We can use all the help  we can get to help layout hose, man the pumps and shuttle trucks with water tanks from the water truck to the drinkers. We'll have plenty of pumps and hoses but if anyone can bring a pickup with an empty bed, or an off-road water trailer, we can sure put you to good use as well. The Preserve is providing a water truck and water buffalo which combined can hold 3000 gallons. SCBS will have some 250 gallon cage tanks for the back of pickups but if you have your own, we'll use it. Extra ratchet straps are always helpful too.

If you have a large water trailer (or water truck!) that is best suited for on-road use, we can use you at the staging area to avoid tripping all the way back up to Baker for refills.  If you don't have a 4x4 but want to help, we can fit you in another truck as a passenger/spotter - be sure to let us know so we can make an effort to arrange it that way.

NPS and CDFW folks will start laying out some of the hoses on Friday (Aug 17th), if you're available to help please contact Debra and Ashley (emails below). Otherwise SCBS folks will be meeting at Camp Cady on Friday evening to prepare equipment, load equipment onto Big Red and cage tanks into volunteer trucks so that we are ready for an early start on Saturday to beat the heat. Show up in the afternoon or any time before 6 am Saturday. There are a few rooms in the bunkhouse but it will be hot and you might prefer camping out on a cot. There is plenty of space to spread out. On Saturday morning we will head from Camp Cady to Baker to load up on water (thanks to Baker Community Services.) Timing can be subject to delays but we should be at Baker around 7 am or so. If you are not inclined to camp at Camp Cady or you're a real early bird then you should plan to get to Baker about 7 am at the latest and watch for us.

Thank you for your time and if you are available to help all or any of these days (Aug 17-19th) please RSVP to the email addresses below:

Steve Marschke (SCBS): stevemarschke@gmail.com
John Roy (SCBS): johnandlindaroy@yahoo.com
Ashley Evans (CDFW): ashley.evans@wildlife.ca.gov
Debra Hughson (NPS): Debra_Hughson@nps.gov

Thursday, July 26, 2018

Product Review: GreenBelly Meals


When it comes to food to pack for hunting I like to have variety. I hunt hard and I like to eat, so I want something that will fill me up, be nourishing, and it has to taste good. A good balance of protein, carbs, and needed salts are a must. For the last few scouting trips I have packed Greenbelly Meals for my meals with some interesting results.






I tried out all three flavors:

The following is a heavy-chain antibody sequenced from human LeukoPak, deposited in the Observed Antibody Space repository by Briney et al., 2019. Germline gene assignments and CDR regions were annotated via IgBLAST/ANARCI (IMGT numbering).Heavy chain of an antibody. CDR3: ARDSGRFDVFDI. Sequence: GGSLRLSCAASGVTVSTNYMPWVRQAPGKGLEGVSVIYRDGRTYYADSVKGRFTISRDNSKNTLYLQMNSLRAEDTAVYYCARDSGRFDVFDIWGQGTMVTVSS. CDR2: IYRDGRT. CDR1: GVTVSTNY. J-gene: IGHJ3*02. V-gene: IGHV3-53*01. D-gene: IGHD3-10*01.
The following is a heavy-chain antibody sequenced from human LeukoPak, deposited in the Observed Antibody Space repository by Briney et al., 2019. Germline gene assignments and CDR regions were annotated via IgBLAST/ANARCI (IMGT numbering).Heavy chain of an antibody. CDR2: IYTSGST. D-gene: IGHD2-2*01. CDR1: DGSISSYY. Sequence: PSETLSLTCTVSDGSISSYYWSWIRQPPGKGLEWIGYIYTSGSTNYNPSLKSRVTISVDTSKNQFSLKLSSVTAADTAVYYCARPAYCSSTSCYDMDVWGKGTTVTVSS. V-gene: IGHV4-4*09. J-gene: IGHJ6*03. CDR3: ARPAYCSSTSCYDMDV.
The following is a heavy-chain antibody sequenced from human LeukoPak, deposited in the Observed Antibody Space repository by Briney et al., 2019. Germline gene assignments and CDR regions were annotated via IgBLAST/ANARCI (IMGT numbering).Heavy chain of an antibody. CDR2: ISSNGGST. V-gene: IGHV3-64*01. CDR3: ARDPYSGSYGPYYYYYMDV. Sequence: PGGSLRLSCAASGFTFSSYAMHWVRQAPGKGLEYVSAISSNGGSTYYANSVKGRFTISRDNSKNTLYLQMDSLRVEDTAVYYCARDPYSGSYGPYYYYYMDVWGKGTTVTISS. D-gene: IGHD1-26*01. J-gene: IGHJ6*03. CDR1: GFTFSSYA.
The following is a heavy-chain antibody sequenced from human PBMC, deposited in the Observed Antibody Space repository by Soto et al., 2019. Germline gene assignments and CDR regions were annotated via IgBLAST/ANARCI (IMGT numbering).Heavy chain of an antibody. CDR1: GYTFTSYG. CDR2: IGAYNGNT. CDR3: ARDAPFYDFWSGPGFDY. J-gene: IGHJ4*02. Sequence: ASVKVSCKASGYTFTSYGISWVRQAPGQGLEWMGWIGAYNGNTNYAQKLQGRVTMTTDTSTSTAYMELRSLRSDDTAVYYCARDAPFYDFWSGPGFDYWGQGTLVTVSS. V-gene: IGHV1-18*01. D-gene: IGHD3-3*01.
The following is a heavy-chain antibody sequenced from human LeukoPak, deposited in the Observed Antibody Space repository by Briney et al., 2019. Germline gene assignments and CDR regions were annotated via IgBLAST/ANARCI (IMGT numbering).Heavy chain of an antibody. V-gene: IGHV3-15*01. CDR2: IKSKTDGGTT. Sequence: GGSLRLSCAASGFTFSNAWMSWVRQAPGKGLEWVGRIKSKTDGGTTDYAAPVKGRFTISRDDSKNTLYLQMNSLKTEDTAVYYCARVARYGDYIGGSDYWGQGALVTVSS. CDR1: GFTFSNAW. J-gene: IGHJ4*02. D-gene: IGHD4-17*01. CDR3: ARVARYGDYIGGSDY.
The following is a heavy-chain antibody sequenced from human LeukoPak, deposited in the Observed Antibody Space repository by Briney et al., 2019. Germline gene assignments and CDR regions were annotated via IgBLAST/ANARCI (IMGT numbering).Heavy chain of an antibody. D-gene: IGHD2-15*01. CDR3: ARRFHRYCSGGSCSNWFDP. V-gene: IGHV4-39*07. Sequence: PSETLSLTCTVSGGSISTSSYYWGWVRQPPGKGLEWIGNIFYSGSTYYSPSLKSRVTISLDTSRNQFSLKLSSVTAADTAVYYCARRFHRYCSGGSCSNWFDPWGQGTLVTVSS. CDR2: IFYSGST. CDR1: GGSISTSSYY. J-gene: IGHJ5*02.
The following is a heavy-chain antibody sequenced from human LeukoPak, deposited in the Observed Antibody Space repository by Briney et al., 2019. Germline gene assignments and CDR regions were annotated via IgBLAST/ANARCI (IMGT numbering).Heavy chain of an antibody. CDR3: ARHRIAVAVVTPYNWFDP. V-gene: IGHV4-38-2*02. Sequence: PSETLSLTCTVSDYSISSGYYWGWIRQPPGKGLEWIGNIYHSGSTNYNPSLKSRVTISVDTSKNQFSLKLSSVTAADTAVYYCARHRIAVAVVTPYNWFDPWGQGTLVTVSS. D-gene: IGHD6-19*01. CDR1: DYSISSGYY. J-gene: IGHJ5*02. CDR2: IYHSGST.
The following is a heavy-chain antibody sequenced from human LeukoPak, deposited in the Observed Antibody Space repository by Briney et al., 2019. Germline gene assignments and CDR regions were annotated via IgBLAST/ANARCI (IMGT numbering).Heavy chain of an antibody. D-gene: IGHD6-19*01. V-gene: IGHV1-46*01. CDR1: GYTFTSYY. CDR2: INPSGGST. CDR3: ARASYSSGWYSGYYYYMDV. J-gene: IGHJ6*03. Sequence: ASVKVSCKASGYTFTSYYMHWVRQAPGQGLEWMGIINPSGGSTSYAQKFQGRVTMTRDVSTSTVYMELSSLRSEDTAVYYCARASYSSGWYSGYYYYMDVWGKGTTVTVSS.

• Dark Chocolate Banana
  • Cranberry Almond
  • Peanut/Apricot

Each 650+ calorie, ready-to-eat meal is divided between two bars in one convenient pouch. They are made from all-natural and gluten-free ingredients. Each pouch contains 1/3 of your daily nutrition, so planning out meals is easy. What I liked right away is that I didn't have to pack anything to heat up water in order to eat. I could tear open a pouch and eat right away. The packaging is excellent for keeping the meal secure and to allow it to close (zip lock shut) if you don't finish the meal.


My first impression of the Greenbelly meals is that these taste really good! I started off with the chocolate banana. I knew I'd be scouting in 85-100 degrees and I didn't want the chocolate to melt. The aroma is great and flavor is excellent. These taste really good (did I say that already?). They are a bit salty for my liking, but I understand you need to replenish the salts in your body when exerting yourself like I was. Even still, I'd like to try some that weren't so salty.

Side Note: While the pouch seals well and is a great size to fit in my pack, they are noisy! If you are hunting you'd likely consider a different way to bring these out. I'd suggest taking them out of the original packaging and vacuum sealing them as individual bars (I'll get to why in a second). That would allow for a quieter experience. I also think these crumble very quickly inside a pack. I found that if i did not put these at the very top of my pack, they bars got a bit crushed into more of a granola and not a bar. That's why I think I would vacuum seal individual bars the next time out. That being said, these do take up less space that your typical backcountry meal pouch and that alone is a major plus.